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Blackleg disease: Vets analyze common but preventable infection affecting livestock

by Wyoming Livestock Roundup

Clostridial diseases are rapidly fatal because of the toxins created when these bacteria multiply.  Blackleg, traditionally also called black quarter, quarter evil or quarter ill, killed a lot of cattle before the advent of vaccination.  The blackleg vaccine was one of the first cattle vaccines created.

Several highly-fatal livestock diseases, including blackleg, are caused by a group of bacteria called Clostridia. These bacteria can form a protective shell-like covering and go into a dormant stage – as spores – when exposed to heat or drying. These spores can remain viable almost indefinitely. Some live in soil for many years and infect animals later when ingested with feed or introduced into a wound.  

Spores can also exist within the bodies of animals in a latent, hidden, dormant state without causing disease, then suddenly come to life and multiply when conditions become favorable.  

Clostridial diseases are not contagious animal-to-animal, but produce deadly toxins that may kill the animal if the bacteria enters into the bloodstream. Toxins of different types of Clostridia vary in their effects and the way they gain access to the bloodstream. Unless the animal was vaccinated, toxins multiply in the absence of oxygen and release deadly toxins faster than the body can mount a defense, causing sudden death from toxemia.

Spore contamination

Many of these bacteria are found in the intestinal contents of normal animals and humans as part of the gastrointestinal (GI) tract. They also exist in soil that contains manure. Contamination of soil by blackleg spores may occur from infected feces or from decomposed carcasses of animals that died of the disease.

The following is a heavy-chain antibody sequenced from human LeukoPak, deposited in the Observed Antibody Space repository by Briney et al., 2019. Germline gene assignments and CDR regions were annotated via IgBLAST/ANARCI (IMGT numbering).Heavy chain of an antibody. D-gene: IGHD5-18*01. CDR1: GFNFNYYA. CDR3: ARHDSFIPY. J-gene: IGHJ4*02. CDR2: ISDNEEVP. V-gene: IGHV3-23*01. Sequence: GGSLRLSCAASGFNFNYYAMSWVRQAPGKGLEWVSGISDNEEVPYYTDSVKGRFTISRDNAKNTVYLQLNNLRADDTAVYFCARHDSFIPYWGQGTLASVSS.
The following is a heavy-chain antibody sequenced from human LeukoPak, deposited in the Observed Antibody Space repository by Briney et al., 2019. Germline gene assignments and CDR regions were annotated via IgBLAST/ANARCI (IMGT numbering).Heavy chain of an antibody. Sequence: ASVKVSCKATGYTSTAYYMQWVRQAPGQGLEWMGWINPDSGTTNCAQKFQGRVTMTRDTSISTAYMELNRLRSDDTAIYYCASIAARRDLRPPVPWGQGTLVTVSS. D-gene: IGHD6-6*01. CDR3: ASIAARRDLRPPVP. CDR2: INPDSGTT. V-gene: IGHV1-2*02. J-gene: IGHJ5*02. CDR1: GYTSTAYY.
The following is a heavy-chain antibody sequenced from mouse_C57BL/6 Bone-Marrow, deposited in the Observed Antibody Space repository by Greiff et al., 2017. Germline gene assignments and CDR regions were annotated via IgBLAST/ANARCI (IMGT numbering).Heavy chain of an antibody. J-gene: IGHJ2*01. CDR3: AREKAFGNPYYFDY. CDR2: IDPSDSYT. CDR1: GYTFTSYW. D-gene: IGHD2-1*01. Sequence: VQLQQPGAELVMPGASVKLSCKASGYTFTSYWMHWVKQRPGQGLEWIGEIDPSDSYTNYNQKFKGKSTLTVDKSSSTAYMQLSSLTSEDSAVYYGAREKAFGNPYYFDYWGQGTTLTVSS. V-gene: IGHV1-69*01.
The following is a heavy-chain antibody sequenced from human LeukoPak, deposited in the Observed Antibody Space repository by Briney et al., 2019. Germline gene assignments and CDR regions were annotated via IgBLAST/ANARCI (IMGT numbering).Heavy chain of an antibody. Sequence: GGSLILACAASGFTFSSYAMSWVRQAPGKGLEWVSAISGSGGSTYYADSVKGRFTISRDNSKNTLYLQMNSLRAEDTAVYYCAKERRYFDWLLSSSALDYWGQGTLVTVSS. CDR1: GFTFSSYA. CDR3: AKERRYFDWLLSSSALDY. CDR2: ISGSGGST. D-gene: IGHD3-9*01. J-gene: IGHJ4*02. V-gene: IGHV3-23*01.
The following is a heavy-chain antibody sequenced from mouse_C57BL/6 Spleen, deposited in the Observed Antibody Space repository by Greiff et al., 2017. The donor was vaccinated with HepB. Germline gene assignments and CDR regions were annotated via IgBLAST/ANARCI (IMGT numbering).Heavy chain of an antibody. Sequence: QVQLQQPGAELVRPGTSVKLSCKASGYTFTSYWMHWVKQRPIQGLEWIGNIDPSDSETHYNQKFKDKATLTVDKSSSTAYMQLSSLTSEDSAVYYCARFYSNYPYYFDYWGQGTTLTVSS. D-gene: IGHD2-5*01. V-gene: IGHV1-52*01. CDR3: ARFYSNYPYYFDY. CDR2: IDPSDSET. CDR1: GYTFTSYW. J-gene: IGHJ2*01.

Spores enter the body via the GI tract if the animal ingests contaminated feed, water or soil. Spores may be picked up when grazing or when dirt is present in feed or baled hay. Blackleg is primarily a disease of pastured cattle with most cases occurring during summer.

These bacteria cause disease in certain situations, as when diet or management changes produce an environment more favorable for swift multiplication. When this happens, the resulting disease, such as blackleg, is acute and generally fatal within a few hours unless the animal is treated at the first signs. Since most of these bacteria are present in the environment, the best way to prevent disease is by administering vaccinations. 

True blackleg is caused by C. chauvoei – a gram-positive, spore-forming, rod-shaped bacterium – and characterized by acute inflammation of the muscles, severe toxemia and sudden death. True blackleg is common only in cattle, but infection induced by trauma occurs occasionally in sheep.  False blackleg can be caused by two other Clostridial bacteria – C. septicum and C. novyi – but is classified as a different disease called malignant edema.


An unvaccinated animal that develops blackleg may present symptoms suddenly and the stockman may simply find the animal dead. In an unvaccinated herd, cattle of all ages are susceptible, but this disease often occurs most frequently in the fastest-growing young animals.  

First signs are depression and lameness – the animal is very dull. Inflammation in the muscles causes swelling of the upper part of the affected leg. The animal may have a high fever up to 106 degrees, but by the time symptoms become obvious, the temperature may have dropped.

Swelling caused by gas bubbles in affected muscles can often be felt under the skin, with a crackling sensation when touched – especially over hips and shoulders. The swollen leg is hot and painful, but soon becomes cold and painless as the swelling enlarges and blood supply to the area diminishes.  The skin is discolored, cracked and dry.  The animal usually dies within 12 to 36 hours after first signs appear. 

In some instances, the swelling occurs only in the heart and diaphragm, with no outward evidence presented. In most cases, however, postmortem examination reveals black, necrotic tissue in infected areas of the larger muscles, containing pockets of gas bubbles.

When there’s an outbreak in unvaccinated young cattle, there is often a history of flooding followed by dry conditions or recent soil disturbance which exposed buried spores.